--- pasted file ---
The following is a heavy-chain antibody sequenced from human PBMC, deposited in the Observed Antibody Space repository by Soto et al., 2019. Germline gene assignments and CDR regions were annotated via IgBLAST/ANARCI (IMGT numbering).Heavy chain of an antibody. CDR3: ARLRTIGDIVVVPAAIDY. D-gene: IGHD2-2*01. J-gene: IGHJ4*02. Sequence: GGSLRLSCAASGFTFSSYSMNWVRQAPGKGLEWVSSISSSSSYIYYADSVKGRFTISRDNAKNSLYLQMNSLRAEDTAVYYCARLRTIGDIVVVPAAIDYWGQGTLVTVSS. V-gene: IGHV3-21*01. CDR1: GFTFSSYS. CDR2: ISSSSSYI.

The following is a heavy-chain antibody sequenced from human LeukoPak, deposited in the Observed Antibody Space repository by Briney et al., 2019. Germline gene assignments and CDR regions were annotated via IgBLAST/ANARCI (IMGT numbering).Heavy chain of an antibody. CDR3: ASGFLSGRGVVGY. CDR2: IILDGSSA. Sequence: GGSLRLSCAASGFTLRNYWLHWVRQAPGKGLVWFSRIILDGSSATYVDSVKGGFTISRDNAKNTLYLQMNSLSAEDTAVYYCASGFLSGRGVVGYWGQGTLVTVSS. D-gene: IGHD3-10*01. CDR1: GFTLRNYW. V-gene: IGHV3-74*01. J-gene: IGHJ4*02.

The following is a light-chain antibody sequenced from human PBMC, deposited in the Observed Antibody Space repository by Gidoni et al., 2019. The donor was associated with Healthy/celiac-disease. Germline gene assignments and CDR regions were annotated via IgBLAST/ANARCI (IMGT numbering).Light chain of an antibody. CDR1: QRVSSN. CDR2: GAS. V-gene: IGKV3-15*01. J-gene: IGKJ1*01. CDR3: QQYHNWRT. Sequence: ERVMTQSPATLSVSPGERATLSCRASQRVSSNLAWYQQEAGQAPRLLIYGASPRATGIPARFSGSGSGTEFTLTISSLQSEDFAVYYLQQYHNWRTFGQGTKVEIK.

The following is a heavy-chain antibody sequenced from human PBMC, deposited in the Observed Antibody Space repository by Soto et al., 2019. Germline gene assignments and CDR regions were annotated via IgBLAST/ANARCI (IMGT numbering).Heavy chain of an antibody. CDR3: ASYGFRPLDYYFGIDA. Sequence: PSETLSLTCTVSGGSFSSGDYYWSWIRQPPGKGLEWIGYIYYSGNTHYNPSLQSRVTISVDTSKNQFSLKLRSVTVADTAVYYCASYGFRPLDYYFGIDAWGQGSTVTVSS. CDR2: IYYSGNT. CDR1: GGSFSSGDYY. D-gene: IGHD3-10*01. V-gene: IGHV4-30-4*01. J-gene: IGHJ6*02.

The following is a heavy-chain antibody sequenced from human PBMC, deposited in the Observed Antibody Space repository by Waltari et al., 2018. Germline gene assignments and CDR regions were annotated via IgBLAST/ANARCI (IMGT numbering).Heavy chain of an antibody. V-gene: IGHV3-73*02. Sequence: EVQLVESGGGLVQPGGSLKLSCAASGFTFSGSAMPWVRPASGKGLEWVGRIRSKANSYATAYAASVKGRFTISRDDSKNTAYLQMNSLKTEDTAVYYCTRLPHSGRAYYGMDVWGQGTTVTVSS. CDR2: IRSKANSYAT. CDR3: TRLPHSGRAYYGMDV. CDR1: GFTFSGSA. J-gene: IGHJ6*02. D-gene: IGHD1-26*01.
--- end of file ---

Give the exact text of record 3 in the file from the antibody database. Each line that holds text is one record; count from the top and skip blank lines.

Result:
The following is a light-chain antibody sequenced from human PBMC, deposited in the Observed Antibody Space repository by Gidoni et al., 2019. The donor was associated with Healthy/celiac-disease. Germline gene assignments and CDR regions were annotated via IgBLAST/ANARCI (IMGT numbering).Light chain of an antibody. CDR1: QRVSSN. CDR2: GAS. V-gene: IGKV3-15*01. J-gene: IGKJ1*01. CDR3: QQYHNWRT. Sequence: ERVMTQSPATLSVSPGERATLSCRASQRVSSNLAWYQQEAGQAPRLLIYGASPRATGIPARFSGSGSGTEFTLTISSLQSEDFAVYYLQQYHNWRTFGQGTKVEIK.